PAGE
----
Listen to Timo Maas and James Teej’s secret remix to Paul McCartney’s ‘Nineteen Hundred And Eighty Five’COVER 1985

Listen to Timo Maas and James Teej’s secret remix to Paul McCartney’s ‘Nineteen Hundred And Eighty Five’

What started off as a mysterious 12″ stamped with Paul McCartney’s face has escalated rather quickly. Famed London record store Phonica effectively started a witch hunt when they posted up a cryptic picture of the record, offering no information about it other than what was visible on the label: Macca’s face and the words “Nineteen Hundred And Eighty Five.” Now that the dust has settled on the limited vinyl release, with some copies of the record now fetching up to $400 on eBay, details around the secret remix have been revealed along with a full digital release of the re-work.

Originally released as a B-side in 1973, “Nineteen Hundred And Eighty Five” is the epic closing track to McCartney and Wings’ standout album Band On The Run, an LP which found critical and commercial acclaim upon release. It wasn’t until thirty years later that industry heavyweight Timo Maas first heard the track at a friend’s house in Ibiza, remarking how the song had the foundations of house music some ten years before the genre even existed. Understanding the reverence required to re-work a classic track of such high caliber, Maas took his time on the remix, teasing out the process for several years before enlisting the help of My Favorite Robot boss James Teej while at his German country-side studio. The unlikely production duo described the studio energy as magical, knowing that they were essentially remixing history by giving the Orwell-referencing ’70s track a new life for today’s dancefloors.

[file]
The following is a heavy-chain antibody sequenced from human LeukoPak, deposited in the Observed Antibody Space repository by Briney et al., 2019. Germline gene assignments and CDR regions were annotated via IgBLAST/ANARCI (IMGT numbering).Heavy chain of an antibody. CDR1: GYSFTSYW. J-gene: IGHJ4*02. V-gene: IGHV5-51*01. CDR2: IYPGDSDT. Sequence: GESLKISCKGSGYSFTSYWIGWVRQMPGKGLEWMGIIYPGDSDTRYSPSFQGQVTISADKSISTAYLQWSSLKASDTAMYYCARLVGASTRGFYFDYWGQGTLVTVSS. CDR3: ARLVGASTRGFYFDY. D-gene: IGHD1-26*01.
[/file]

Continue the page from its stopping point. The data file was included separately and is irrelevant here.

When their remix finally took shape, they fired it over to McCartney’s management and got word that Macca himself heard the remix and gave it his blessing for official release. Retaining all the psychedelia and grit of the original, Maas and Teej have delivered an absolute gem, fortifying the original with dancefloor thump while adding in shuffling hi-hats, spacey synth lines and a flurry of drum barrages. Good things come to those who wait, and that is certainly the case here for Maas and Teej – expect this one to deliver some special moments on the floor all summer long.

Available here

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